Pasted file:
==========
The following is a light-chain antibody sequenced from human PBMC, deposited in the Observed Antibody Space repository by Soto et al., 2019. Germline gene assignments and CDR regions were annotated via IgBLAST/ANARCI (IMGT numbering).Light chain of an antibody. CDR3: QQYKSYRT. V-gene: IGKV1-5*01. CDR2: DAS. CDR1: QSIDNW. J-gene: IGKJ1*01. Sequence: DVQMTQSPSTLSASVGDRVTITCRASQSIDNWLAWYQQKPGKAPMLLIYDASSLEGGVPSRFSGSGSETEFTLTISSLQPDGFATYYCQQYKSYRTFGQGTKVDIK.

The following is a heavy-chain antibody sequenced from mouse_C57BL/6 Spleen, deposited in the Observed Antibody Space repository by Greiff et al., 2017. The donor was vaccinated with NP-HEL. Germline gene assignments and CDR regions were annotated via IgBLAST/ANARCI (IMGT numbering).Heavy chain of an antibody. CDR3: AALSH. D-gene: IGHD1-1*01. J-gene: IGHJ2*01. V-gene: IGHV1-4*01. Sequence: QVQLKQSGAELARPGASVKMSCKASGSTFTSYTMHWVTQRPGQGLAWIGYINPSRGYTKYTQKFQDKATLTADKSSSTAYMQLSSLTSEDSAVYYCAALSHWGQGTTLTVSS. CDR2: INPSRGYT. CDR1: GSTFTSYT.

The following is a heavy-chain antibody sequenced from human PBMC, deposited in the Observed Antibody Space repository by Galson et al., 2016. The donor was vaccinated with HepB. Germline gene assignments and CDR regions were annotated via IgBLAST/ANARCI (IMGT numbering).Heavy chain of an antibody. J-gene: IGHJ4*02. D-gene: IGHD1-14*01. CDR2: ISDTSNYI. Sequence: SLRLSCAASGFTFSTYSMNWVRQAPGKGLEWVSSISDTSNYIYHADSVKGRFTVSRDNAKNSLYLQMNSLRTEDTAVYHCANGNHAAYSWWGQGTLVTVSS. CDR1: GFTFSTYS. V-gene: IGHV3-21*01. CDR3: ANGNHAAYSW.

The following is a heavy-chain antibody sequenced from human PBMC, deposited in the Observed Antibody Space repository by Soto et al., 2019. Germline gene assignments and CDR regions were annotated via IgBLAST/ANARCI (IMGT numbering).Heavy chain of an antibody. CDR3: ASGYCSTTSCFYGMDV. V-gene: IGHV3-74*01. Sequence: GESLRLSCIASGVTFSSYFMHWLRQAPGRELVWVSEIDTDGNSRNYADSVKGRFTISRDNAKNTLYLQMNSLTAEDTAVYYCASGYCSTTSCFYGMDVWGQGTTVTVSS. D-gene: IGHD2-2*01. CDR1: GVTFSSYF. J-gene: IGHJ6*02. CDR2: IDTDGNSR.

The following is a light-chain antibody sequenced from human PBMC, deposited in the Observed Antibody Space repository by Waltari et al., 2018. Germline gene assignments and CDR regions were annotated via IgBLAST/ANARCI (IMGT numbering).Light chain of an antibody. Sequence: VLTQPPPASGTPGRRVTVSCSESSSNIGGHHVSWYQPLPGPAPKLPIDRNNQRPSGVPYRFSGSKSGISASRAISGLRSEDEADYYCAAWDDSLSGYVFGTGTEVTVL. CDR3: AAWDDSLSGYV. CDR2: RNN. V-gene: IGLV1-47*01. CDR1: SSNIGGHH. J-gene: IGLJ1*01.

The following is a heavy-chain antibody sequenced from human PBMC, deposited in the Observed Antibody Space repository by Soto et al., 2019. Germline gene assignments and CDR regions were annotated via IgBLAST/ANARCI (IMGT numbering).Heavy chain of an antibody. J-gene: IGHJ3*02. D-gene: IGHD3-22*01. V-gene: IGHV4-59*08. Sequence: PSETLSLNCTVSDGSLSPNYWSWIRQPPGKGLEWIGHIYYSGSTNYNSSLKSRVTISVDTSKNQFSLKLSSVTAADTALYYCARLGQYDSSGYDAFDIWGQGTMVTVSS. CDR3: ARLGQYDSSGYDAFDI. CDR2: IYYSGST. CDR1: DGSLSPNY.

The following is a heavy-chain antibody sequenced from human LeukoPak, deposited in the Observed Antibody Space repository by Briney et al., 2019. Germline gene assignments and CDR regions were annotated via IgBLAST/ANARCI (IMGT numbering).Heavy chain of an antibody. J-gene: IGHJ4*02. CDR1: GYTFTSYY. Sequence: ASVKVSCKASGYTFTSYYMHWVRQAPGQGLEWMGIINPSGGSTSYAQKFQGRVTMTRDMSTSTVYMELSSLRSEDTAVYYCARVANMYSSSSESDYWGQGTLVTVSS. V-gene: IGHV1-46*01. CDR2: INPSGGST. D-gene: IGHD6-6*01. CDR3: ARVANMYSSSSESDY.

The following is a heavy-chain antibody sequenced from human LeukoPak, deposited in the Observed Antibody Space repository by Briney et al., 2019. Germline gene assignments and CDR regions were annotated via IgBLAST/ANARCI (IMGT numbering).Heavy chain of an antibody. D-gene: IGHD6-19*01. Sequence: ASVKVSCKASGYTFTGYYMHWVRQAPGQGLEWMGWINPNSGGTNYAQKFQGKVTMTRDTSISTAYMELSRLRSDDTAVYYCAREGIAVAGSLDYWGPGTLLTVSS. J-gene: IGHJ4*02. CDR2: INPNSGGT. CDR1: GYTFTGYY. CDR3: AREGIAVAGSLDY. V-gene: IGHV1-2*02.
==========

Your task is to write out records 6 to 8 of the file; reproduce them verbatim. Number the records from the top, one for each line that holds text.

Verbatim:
The following is a heavy-chain antibody sequenced from human PBMC, deposited in the Observed Antibody Space repository by Soto et al., 2019. Germline gene assignments and CDR regions were annotated via IgBLAST/ANARCI (IMGT numbering).Heavy chain of an antibody. J-gene: IGHJ3*02. D-gene: IGHD3-22*01. V-gene: IGHV4-59*08. Sequence: PSETLSLNCTVSDGSLSPNYWSWIRQPPGKGLEWIGHIYYSGSTNYNSSLKSRVTISVDTSKNQFSLKLSSVTAADTALYYCARLGQYDSSGYDAFDIWGQGTMVTVSS. CDR3: ARLGQYDSSGYDAFDI. CDR2: IYYSGST. CDR1: DGSLSPNY.

The following is a heavy-chain antibody sequenced from human LeukoPak, deposited in the Observed Antibody Space repository by Briney et al., 2019. Germline gene assignments and CDR regions were annotated via IgBLAST/ANARCI (IMGT numbering).Heavy chain of an antibody. J-gene: IGHJ4*02. CDR1: GYTFTSYY. Sequence: ASVKVSCKASGYTFTSYYMHWVRQAPGQGLEWMGIINPSGGSTSYAQKFQGRVTMTRDMSTSTVYMELSSLRSEDTAVYYCARVANMYSSSSESDYWGQGTLVTVSS. V-gene: IGHV1-46*01. CDR2: INPSGGST. D-gene: IGHD6-6*01. CDR3: ARVANMYSSSSESDY.

The following is a heavy-chain antibody sequenced from human LeukoPak, deposited in the Observed Antibody Space repository by Briney et al., 2019. Germline gene assignments and CDR regions were annotated via IgBLAST/ANARCI (IMGT numbering).Heavy chain of an antibody. D-gene: IGHD6-19*01. Sequence: ASVKVSCKASGYTFTGYYMHWVRQAPGQGLEWMGWINPNSGGTNYAQKFQGKVTMTRDTSISTAYMELSRLRSDDTAVYYCAREGIAVAGSLDYWGPGTLLTVSS. J-gene: IGHJ4*02. CDR2: INPNSGGT. CDR1: GYTFTGYY. CDR3: AREGIAVAGSLDY. V-gene: IGHV1-2*02.